Hungary’s PM Viktor Orban says the migrant crisis facing Europe is a “German problem” since Germany is where those arriving in the EU “would like to go”.
He said Hungary would not allow migrants to leave its territory without registering.
Viktor Orban’s comments came as Hungarian authorities opened Budapest’s main rail station to hundreds of migrants after a two-day stand-off.
One train left, but then stopped near a migrant reception centre.
Migrants resisted efforts by police to get them off the train at Bicske, about 25 miles west of Budapest. Some were banging on the windows and shouting “Germany, Germany”.
EU rules place responsibility for assessing asylum claims on the country where a migrant first arrives.
Many of the migrants currently in Hungary have been refusing to register there, in order to continue their journeys to Germany before seeking asylum.
The migrants stuck at Budapest’s Keleti station were prevented from boarding trains on September 1 and 2. Some were involved in scuffles with police.
They had bought tickets after Hungary briefly appeared to abandon efforts to register migrants on August 31, allowing huge numbers to board trains to Vienna and southern Germany.
After the station opened on September 3, rail staff said international trains were indefinitely suspended, but international tickets would be accepted on internal trains.
The number of migrants entering Europe has reached record levels, with 107,500 arriving in July alone. Germany expects to take in 800,000 migrants this year – four times last year’s total.
The surge in numbers has created tension and disagreement over EU migration policy. Germany has been prepared to accept large numbers of asylum seekers, but other countries have not.
Viktor Orban, who heads the anti-immigrant Fidesz party and was in Brussels for talks, said border control was “the number one issue”.
During a tense press conference with European Parliament President Martin Schulz, PM Viktor Orban said that “nobody would like to stay in Hungary, neither in Slovakia nor Poland nor Estonia”.
“All of them would like to go to Germany,” he said.
“Our job is only to register them.”
Martin Schulz countered: “What we are seeing for the time being is egoism instead of common European sense.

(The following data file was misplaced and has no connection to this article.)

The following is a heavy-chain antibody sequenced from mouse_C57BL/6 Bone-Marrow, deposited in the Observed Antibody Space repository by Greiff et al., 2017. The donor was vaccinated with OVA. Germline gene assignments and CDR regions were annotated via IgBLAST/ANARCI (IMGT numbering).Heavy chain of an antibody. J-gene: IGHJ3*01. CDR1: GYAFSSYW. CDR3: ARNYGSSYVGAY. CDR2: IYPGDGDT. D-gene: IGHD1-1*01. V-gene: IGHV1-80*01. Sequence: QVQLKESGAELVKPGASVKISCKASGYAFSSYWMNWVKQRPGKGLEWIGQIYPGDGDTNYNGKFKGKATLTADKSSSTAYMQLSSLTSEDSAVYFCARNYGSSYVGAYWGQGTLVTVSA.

“To say <<yeah, you know we have refugees all over in Europe but they all want to go to Germany and therefore we are not concerned>> is effective, but wrong. And therefore I think we need a fair and just distribution.”
Crowds of migrants have been protesting outside Keleti train station in Hungary’s capital Budapest after police sealed off the terminal to stop them travelling through the EU.
Hundreds of people chanted “Germany” and waved train tickets after being forced to leave Budapest’s Keleti station.
Officials said Hungary was trying to restore order and enforce EU rules.
Austrian police said 3,650 migrants arrived in Vienna from Hungary on August 31, with most heading for Germany.
Hungarian officials had earlier appeared to abandon efforts to register them under EU rules, which mean they should seek asylum in the first EU country they enter.
About 1,000 migrants congregated outside Keleti station, in the east of the city, as it was evacuated on September 1.
It was closed briefly and public announcements said no trains would be leaving.
The station soon reopened to non-migrant passengers, with lines of police preventing migrants from entering the main entrance.
The move came amid chaotic scenes after hundreds of migrants had tried to board services to Austria and Germany.
Some complained that they had paid hundreds of euros for tickets, and called for the station to be reopened so that they could continue their journey.
The number of migrants entering Europe has reached record levels, with 107,500 arriving in July alone.
Germany expects to take in 800,000 migrants this year – four times last year’s total.
Many of the migrants have been waiting at Keleti (East) station for days. Reporters said they are mainly Syrians, Afghans and Eritreans.
Under the EU’s Dublin Regulation, asylum seekers must register in the first EU member state in which they arrive. However, the protocol has been widely abused, as many of those who reached Hungary first arrived in Greece, where they failed to claim asylum.
The Berlin government has already said it is suspending the Dublin rule for Syrians who have travelled to Germany.
Some 1,400 people had arrived in Munich by September 1, after travelling through Austria, and more were due.
German Chancellor Angela Merkel on August 31 called for greater EU co-operation on the issue and implicitly called for other countries to welcome more refugees.
“If Europe fails on the question of refugees, then it won’t be the Europe we wished for,” she said.
The risks for migrants travelling through Europe were highlighted last week by the deaths of 71 people, who were found in a lorry that had travelled to Austria from Budapest.
Most of the dead were thought to be Syrians fleeing the country’s civil war.
Hundreds more people drowned in the Mediterranean last week while trying to reach Europe from Libya.